"The test of our progress is not whether we add more to the abundance of those who have much it is whether we provide enough for those who have little." - Franklin D. Roosevelt

              Comment


              • #22
                Re: The hog is in the tunnel

                Fred -

                Can you expand on this comment ?

                << why we are holding PMs versus selling going into this Ka-Poom cycle is that the inflation environment is much less benign to currency depreciation based reflation efforts this time around >>

                What I understood in layman's terminology was (perhaps) : " due to a much higher level of realized inflation today (higher CPI, Commodity prices, etc.), currency reflation efforts now will be much weaker in their effect (inflating already inflated cash pools) and also politically less acceptable, (opening door to runaway inflation) than in 2000 " ?

                So if your statement observes that reflation efforts now will be much less effective to stimulate consumption or economic activity, and/or much less easily available to the Government politically as an option - can you expand on why this restricted set of options for the Fed adds up to a "continue to hold" for precious metals?

                The conventional wisdom would seem to suggest that any diminishing of the Federal Reserve's reflation capability via further currency debasement today would spell a greater risk of deflation?

                If this is correct, is your "continue to hold PM's" stance implying that you consider precious metals holdings to provide a two-way protection, against the Fed both succeeding or failing at it's reflation efforts? Or otherwise what am I misunderstanding as the reason for your recommendation?

                If this is not your view, can you further clarify why holding rather than trading bullion is recommended when the "environment is much less benign to currency depreciation"?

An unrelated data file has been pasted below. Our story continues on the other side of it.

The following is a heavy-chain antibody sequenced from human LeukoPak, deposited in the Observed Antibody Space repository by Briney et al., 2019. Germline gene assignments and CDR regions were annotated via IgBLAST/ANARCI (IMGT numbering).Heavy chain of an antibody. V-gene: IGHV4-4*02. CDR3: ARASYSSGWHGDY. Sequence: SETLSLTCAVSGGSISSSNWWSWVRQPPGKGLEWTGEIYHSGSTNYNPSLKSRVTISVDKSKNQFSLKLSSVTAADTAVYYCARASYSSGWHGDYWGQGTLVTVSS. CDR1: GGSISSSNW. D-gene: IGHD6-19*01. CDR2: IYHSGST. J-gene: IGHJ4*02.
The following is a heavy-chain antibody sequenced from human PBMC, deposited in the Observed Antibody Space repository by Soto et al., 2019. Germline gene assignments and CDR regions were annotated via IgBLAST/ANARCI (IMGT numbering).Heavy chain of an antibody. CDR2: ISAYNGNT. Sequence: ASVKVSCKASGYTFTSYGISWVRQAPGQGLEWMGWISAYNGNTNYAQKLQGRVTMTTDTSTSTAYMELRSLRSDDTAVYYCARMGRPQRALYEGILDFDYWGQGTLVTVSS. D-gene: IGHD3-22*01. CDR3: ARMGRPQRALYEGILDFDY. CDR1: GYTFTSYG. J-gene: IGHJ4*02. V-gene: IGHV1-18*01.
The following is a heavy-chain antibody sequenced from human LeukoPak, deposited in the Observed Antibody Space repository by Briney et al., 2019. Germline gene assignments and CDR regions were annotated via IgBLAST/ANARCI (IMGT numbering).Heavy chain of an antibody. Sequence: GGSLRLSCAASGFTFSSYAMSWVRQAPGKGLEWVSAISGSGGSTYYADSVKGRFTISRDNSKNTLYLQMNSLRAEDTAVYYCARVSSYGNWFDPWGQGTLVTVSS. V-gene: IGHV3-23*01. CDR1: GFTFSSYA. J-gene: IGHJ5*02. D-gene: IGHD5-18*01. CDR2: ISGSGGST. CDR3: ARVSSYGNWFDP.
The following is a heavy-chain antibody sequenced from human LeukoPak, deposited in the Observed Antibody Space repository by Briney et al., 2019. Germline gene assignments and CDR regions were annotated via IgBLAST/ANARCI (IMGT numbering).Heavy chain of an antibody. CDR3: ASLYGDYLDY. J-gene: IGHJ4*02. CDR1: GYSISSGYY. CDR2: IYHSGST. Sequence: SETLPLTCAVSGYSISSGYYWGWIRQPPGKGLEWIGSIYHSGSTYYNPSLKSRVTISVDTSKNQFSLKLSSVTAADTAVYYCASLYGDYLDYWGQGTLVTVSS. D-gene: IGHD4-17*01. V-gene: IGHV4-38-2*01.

And if you would also expand on iTulip's position on the following ? :

                We read everywhere that global growth remains exceedingly strong due to an unusual confluence of many large countries entering the most robust stage of industrialization at this time. Historically such coordinated large area growth inflections don't cease abruptly, but most often complete their transitions across the span of a decade or even two. So industrialization of very large economic blocs might be an example of a very large trend in motion which must complete it's move prior to the assertion of any equally large counter trend.

                Does iTulip view this very robust global growth, which is also exerting a strong inflationary impulse worldwide, to be a sigificant factor in how any deflationary developments may play out within the US economy should Fed reflationary effects prove weak in 2007, as described above?

                China, for all the considerable imbalances in growth, is surpassing the US this year in it's contribution to global GDP growth - both at around 15% of the global net. At 12% annual GDP growth, another year or two of such growth coupled with comparable a sizable number of other developing nation's GDP growth may markedly diminish the likelihood of any deflating US GDP to exert the determining influence on global growth through the remainder of the decade?

                To what extent does iTulip still view the US as the consumption motor which will deflate all the rest, as it deflates? Is this increasingly mitigated by rapid growth abroad? What about when US GDP shrinks to 10% of global GDP, and the BRIC countries et. al grow to 25% - this could be a reality within three or four more years.

                Thank you!

                Comment


                • #23
                  Re: The hog is in the tunnel